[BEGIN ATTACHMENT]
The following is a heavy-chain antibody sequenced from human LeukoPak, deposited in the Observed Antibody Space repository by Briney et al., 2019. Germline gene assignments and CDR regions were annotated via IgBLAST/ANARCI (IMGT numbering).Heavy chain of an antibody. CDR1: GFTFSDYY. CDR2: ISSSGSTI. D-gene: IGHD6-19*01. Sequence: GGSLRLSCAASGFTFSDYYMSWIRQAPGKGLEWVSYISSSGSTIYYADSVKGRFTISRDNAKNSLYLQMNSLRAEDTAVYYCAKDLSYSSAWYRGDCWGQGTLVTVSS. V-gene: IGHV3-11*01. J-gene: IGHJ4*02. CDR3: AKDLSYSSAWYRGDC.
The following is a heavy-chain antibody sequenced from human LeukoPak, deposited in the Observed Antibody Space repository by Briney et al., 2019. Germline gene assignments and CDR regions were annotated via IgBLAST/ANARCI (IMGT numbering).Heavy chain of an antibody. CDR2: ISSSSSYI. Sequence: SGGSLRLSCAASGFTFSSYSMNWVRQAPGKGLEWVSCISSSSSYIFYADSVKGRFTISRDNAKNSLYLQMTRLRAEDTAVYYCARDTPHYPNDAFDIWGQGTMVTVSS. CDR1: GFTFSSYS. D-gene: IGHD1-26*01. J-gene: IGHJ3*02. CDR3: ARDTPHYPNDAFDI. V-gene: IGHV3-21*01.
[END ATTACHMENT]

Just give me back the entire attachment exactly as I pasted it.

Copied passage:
The following is a heavy-chain antibody sequenced from human LeukoPak, deposited in the Observed Antibody Space repository by Briney et al., 2019. Germline gene assignments and CDR regions were annotated via IgBLAST/ANARCI (IMGT numbering).Heavy chain of an antibody. CDR1: GFTFSDYY. CDR2: ISSSGSTI. D-gene: IGHD6-19*01. Sequence: GGSLRLSCAASGFTFSDYYMSWIRQAPGKGLEWVSYISSSGSTIYYADSVKGRFTISRDNAKNSLYLQMNSLRAEDTAVYYCAKDLSYSSAWYRGDCWGQGTLVTVSS. V-gene: IGHV3-11*01. J-gene: IGHJ4*02. CDR3: AKDLSYSSAWYRGDC.
The following is a heavy-chain antibody sequenced from human LeukoPak, deposited in the Observed Antibody Space repository by Briney et al., 2019. Germline gene assignments and CDR regions were annotated via IgBLAST/ANARCI (IMGT numbering).Heavy chain of an antibody. CDR2: ISSSSSYI. Sequence: SGGSLRLSCAASGFTFSSYSMNWVRQAPGKGLEWVSCISSSSSYIFYADSVKGRFTISRDNAKNSLYLQMTRLRAEDTAVYYCARDTPHYPNDAFDIWGQGTMVTVSS. CDR1: GFTFSSYS. D-gene: IGHD1-26*01. J-gene: IGHJ3*02. CDR3: ARDTPHYPNDAFDI. V-gene: IGHV3-21*01.